“When the NEC first opened the thinking was that you simply mustn’t confuse the market place, if you want to be taken seriously it has to be tradeshow tradeshow and to demonstrate your ability to speak the language,” says Cole. “Getting in consumer events was a slow process, Terry Golding did sterling work in convincing the board that you could stage pop concerts and give pleasure to people in a totally different sector of the market place. It took time for the mental adjustment to be made, not only the physical one.”
Gradually it was realised that the market place wasn’t confused, especially when the market place realised that it could have significant commercial success outside London.
And yet it is to London that we need to turn to look at the issue of what place a large exhibition centre actually has in the modern world and if we will ever see another one built in the UK.
An obvious example is Excel. It was opened in 2000 but, like the NEC, it was the product of many years of debate that preceded the eventual go-ahead and building. Back in 2000, Excel was an exhibition centre and was always going to remain an exhibition centre. Nowadays the venue also hosts sports events, concerts, conferences, product launches and gala dinners to name but a few, it has had to become a multi purpose venue.
Deputy CEO, Kevin Murphy, is remarkably candid about the problems venues face.
“In theory it just does not stack up,” he says. “Building a venue in the UK with private money does not make sense because the investment is so huge and the payback so little that most people would not support it. It makes me think what a magnificent job Iain Shearer did all those yeas ago in getting Excel off the ground.”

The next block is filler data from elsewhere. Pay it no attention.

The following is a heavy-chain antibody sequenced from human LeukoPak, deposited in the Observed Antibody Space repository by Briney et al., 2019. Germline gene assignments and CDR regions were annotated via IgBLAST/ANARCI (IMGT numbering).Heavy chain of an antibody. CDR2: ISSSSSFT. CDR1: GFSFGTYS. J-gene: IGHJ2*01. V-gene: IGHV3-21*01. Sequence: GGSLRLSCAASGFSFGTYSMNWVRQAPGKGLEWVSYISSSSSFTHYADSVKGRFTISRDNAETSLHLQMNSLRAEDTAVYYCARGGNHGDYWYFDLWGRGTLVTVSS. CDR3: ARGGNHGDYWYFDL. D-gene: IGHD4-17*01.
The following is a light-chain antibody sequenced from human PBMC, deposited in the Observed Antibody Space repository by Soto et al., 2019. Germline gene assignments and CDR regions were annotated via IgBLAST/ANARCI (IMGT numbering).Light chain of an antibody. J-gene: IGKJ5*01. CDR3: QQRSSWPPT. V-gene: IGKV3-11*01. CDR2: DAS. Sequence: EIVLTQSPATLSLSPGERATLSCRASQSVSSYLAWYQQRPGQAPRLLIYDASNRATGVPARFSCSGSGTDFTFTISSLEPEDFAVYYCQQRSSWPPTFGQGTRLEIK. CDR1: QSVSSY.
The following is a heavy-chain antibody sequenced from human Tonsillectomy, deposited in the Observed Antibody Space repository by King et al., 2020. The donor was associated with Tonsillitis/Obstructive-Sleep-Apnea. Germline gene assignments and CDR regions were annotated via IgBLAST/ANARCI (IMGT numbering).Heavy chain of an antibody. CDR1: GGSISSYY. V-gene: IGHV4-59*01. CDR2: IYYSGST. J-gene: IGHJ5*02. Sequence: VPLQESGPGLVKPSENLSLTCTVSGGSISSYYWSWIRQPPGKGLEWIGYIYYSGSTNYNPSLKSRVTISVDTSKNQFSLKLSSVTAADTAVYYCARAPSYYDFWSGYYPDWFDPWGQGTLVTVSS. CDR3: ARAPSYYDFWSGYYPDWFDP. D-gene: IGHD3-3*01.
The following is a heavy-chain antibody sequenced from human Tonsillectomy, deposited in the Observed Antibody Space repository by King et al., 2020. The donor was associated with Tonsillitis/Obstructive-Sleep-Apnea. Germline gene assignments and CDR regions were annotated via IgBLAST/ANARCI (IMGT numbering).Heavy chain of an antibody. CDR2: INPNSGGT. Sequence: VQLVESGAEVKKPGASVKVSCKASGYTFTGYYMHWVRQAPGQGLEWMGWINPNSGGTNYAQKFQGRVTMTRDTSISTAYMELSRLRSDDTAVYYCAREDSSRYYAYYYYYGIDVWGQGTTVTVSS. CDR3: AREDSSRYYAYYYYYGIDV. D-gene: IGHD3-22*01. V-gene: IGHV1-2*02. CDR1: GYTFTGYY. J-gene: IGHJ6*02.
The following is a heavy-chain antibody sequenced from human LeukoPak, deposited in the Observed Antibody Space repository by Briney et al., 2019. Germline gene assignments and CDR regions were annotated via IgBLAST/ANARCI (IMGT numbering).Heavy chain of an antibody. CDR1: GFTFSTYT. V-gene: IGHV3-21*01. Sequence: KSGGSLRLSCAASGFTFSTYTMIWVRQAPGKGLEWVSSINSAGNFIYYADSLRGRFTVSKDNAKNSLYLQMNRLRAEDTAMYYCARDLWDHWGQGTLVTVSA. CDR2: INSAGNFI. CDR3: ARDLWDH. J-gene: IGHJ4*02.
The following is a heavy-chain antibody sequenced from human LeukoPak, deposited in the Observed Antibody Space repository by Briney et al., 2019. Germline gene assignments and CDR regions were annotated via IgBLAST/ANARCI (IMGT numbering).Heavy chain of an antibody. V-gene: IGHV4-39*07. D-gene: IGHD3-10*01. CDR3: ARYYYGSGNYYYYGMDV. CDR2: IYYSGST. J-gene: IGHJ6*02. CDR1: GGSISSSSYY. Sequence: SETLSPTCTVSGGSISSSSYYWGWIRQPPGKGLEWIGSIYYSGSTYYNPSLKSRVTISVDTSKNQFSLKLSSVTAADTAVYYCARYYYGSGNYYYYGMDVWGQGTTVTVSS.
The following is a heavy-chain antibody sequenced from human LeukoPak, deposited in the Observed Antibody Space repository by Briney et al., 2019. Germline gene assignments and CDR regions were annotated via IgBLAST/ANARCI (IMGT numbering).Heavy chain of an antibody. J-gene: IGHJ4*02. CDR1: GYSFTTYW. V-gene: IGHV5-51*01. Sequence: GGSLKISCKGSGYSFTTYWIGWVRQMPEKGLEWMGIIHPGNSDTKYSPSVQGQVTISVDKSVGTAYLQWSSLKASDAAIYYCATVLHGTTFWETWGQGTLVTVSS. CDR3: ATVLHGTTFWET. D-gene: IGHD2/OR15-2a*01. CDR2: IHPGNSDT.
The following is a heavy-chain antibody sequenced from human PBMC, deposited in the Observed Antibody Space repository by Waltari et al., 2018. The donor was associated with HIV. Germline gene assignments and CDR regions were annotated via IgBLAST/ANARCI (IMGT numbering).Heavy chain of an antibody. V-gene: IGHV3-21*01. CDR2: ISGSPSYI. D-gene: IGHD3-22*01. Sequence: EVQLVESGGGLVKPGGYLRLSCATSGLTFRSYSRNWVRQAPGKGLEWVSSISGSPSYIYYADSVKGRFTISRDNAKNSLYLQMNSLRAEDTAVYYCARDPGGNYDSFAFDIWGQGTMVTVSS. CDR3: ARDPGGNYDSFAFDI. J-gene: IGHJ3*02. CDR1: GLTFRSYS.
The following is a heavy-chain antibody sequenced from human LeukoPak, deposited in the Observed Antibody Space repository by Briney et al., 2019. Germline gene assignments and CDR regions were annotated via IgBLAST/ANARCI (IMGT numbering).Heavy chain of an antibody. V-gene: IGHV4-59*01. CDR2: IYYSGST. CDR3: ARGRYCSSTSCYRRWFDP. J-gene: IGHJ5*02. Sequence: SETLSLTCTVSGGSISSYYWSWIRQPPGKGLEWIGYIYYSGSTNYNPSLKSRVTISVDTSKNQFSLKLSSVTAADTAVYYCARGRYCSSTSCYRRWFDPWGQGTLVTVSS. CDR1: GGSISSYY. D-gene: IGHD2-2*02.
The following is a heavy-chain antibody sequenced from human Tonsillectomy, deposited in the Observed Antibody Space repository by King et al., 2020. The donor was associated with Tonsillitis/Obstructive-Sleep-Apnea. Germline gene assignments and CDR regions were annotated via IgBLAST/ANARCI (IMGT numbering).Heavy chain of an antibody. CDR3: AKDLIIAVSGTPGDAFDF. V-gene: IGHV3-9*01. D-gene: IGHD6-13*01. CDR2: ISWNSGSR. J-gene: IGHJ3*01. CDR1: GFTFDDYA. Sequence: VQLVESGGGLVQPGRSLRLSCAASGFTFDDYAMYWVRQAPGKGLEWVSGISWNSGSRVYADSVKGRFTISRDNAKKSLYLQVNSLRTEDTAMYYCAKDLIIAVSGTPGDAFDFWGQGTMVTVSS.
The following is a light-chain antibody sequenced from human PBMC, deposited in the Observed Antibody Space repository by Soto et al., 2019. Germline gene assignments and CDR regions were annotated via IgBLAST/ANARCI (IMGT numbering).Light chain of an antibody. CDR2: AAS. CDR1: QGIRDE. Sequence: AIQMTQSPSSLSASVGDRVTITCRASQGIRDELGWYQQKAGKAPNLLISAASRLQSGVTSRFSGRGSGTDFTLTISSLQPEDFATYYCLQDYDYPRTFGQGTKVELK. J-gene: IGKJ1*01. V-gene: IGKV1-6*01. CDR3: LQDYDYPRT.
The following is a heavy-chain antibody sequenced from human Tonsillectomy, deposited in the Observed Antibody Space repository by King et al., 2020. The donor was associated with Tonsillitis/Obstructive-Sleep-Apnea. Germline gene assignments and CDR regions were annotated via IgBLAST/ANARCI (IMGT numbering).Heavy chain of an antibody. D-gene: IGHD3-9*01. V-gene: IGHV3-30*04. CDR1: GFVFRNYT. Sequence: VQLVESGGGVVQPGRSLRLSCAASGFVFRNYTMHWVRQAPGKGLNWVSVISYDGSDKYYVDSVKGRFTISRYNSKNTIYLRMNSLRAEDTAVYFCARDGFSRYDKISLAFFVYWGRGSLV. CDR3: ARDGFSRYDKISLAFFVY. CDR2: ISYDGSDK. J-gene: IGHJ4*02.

Excel proves the point because it opened in 2000 and needed refinancing in 2002. Several years on the venue is thriving and the diary is filling up rapidly, so much so that phase two of its development has been given the go-ahead with space set to increase to over 100,000 square metres in a few years’ time. On the morning we spoke, Murphy had been putting together forecasts for the next five to ten years, the future seems bright for events in this part of London.
Looking back at the building of the NEC, Murphy points out that it was public money that backed the initiative.
“And you have to say hallelujah to that,” he adds, “because otherwise we wouldn’t have had the last 30 years that we have and it’s been a glorious 30 years for the NEC, hats off to them. The industry needed it too because we wouldn’t have had the industry today without it. We would have had only Earls Court and Olympia and the provincial venues, it created a duopoly.”
Very few, if any, commercial investors would look at the model now but Murphy hastens to point out that this is purely because of the money, not because of a suspicion that the events industry may not be a good sector in which to invest.
“The trouble venues have is that the financial models are very fickle,” he says. “Unlike most other businesses there is a worry over repeatability. At least with exhibitions you can make reasonable assumptions about the future but in the conference and events market you have terrible trouble predicting what is going to happen. You just can’t predict year on year which peripatetic association conventions you’re going to host.”
In answer to the question of would it be built now, Murphy suggests that if EC&O and Excel were already in place it’s unlikely that Birmingham City Council would now be looking at competing, something that adds the argument that it was definitely a product of its time.
“The NEC contributed in a massive way to the success of our industry,” concludes Murphy. “Look at all the big players, they developed strong businesses around the NEC because the venue had the facilities and the space.”
The evidence seems clear that the days of Britain’s building a large, public funded events venue are probably over and that the NEC is, indeed, representative of the optimism that government had for the events industry, especially exhibitions, in the 1960s.
It is good to know that the concerns investors face are probably financial rather than there being something inherently wrong with events. In another 30 years time, when the NEC is 60, it will be interesting to see how recognisable the events industry is compared to that of today.
All that is for the future, for now it is Happy Birthday NEC, like all we children of the Sixties you’re beginning to get on a little but still in good enough shape to play a telling role in the future!